If you want to be keto or you want to be vegan or you want to do intermittent fasting, I have no problem with any of that. You can still reach your goals on any of those ways of eating. It's a commitment. It's something that's going to take some effort. So with diabetes and with anyone in the population, I feel like you have to figure out what is best for you and you can enjoy food. It's not just the oh, you have diabetes, you can't enjoy food. You absolutely can.

RxSugar® is a natural sugar replacement. How can RxSugar® benefit someone’s diet plan, compared to the sugar “substitutes” that are out there or even traditional sugar?


Well, regular sugar, from a diabetes perspective, is obviously going to raise your blood sugar. Some of the artificial sweeteners out there, like the sugar alcohol, has the capacity to raise your blood sugar. Some of the other ones have the capacity to either wipe out some of the gut bacteria that's helping your body do a whole lot of things and that's a whole other can of worms but there's a lot of things about them that are kind of just not the greatest in the grand scheme of things versus RxSugar®, where it is natural. It's not going to do anything detrimental to your body, to your gut bacteria and then additionally, it's not going to impact your blood sugar at all and that, to me, as a person with diabetes and as a professional who works with people with diabetes, makes it so powerful is there is literally no effect on your blood sugar.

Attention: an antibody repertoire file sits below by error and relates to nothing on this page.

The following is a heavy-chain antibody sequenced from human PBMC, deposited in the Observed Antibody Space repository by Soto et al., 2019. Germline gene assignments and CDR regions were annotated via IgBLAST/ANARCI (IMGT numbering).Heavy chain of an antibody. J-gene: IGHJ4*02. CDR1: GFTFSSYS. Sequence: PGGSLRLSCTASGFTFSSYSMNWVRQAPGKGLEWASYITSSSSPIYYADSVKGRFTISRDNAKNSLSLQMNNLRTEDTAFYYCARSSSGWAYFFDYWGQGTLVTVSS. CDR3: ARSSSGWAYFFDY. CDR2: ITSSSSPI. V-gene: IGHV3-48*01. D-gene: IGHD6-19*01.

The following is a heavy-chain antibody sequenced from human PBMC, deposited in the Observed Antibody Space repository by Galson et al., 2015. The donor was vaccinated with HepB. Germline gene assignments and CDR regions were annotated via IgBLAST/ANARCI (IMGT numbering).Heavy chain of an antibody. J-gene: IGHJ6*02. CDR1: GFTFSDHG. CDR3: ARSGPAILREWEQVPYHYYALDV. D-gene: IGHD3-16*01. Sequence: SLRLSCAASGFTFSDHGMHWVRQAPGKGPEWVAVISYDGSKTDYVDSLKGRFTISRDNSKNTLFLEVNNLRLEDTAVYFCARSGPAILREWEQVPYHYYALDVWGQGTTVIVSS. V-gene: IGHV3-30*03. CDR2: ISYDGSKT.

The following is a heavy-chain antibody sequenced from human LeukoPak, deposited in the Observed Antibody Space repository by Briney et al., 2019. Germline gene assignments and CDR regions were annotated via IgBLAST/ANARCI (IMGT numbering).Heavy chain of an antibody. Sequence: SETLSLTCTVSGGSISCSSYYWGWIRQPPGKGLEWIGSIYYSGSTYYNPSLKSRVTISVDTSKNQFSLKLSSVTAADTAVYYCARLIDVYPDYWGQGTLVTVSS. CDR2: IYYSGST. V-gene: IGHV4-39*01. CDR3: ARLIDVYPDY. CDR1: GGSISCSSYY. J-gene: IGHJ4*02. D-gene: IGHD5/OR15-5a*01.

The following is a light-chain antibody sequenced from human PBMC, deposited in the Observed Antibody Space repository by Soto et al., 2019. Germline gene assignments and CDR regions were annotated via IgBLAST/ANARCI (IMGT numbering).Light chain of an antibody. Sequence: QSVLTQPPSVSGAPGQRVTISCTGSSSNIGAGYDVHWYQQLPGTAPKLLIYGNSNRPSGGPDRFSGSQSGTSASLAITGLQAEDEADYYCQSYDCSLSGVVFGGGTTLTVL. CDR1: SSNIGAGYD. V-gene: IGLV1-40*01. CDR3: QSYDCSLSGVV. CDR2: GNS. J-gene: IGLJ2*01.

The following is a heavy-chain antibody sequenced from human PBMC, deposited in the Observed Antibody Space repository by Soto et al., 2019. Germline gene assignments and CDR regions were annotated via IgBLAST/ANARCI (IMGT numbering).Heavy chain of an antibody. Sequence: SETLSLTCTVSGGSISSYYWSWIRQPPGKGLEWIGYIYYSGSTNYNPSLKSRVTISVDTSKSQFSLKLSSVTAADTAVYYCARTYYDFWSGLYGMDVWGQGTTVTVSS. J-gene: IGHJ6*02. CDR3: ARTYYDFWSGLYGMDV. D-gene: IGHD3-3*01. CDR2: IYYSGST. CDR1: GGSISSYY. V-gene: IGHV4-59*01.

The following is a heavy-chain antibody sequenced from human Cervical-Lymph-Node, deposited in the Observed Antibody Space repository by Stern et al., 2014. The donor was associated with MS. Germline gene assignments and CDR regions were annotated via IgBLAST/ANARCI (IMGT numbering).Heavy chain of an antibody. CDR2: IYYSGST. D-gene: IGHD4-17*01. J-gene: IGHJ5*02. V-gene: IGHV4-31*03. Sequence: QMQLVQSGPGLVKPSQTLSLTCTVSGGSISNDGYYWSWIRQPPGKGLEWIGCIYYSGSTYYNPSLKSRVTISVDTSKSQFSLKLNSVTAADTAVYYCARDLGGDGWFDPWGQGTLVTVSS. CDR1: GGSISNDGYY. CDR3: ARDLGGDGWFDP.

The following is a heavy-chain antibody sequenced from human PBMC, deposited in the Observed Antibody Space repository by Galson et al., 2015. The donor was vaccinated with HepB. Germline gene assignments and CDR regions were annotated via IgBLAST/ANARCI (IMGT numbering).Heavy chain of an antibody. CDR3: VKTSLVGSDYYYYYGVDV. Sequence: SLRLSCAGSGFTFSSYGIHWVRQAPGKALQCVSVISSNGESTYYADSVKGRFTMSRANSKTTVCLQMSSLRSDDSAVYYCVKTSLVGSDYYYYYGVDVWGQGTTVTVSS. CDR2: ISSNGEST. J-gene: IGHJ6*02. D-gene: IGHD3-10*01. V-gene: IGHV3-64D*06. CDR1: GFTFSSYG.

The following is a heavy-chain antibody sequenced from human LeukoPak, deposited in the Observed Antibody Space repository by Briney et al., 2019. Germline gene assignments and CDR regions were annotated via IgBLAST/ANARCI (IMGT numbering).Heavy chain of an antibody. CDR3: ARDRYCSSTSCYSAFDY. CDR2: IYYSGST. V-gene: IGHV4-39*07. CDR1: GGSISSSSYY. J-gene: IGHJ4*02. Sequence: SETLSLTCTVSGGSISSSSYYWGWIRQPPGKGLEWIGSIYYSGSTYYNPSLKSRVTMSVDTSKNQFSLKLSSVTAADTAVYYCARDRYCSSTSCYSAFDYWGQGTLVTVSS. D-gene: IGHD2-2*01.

If you're looking at a weight loss perspective, it will help – because replacing regular sugar with RxSugar® is fantastic in terms of reducing the calories, that may help with your weight loss but you're also not sacrificing the taste with it. A lot of the artificial sweeteners are very, very, very overpowering and they kind of take over the taste of everything. RxSugar® does not do that and that, to me, is monumental. Because the last thing I want is I'm eating something and all I can taste is that sweetener. This, I can actually taste what I'm supposed to be eating.

What has your own personal experience with RxSugar® been like?


Real talk – I tried it with just having like a teaspoon of it just to see if I like the taste of it and it was like oh, this is actually good. And so then, my go-to thing is I like making protein desserts and protein pancakes just because that's always my favorite thing and putting it in those, it was the perfect amount of hey, there's a little bit of sweetness to this and now it's extra enjoyable instead of it being a little bit on the bitter side or just a little bit of really no taste. I noticed a huge taste difference and then blood sugar wise, I knew, okay, if I dose for strictly what is in this particular food, there's not going to be any difference. It's not like, oh, there's RxSugar® in it, I have to account for more. It was fantastic.

So, that, to me, was monumental. The desserts have been fantastic. My girlfriend has used it as well when she makes things for us and I'm like okay, great, I don't have to worry about anything sugar-related because I know I can just put this in there instead and that's been my favorite. I'm not a huge coffee person but she is and she says it's fantastic as well. I feel like I probably use it too often, but I don't think that's a bad thing!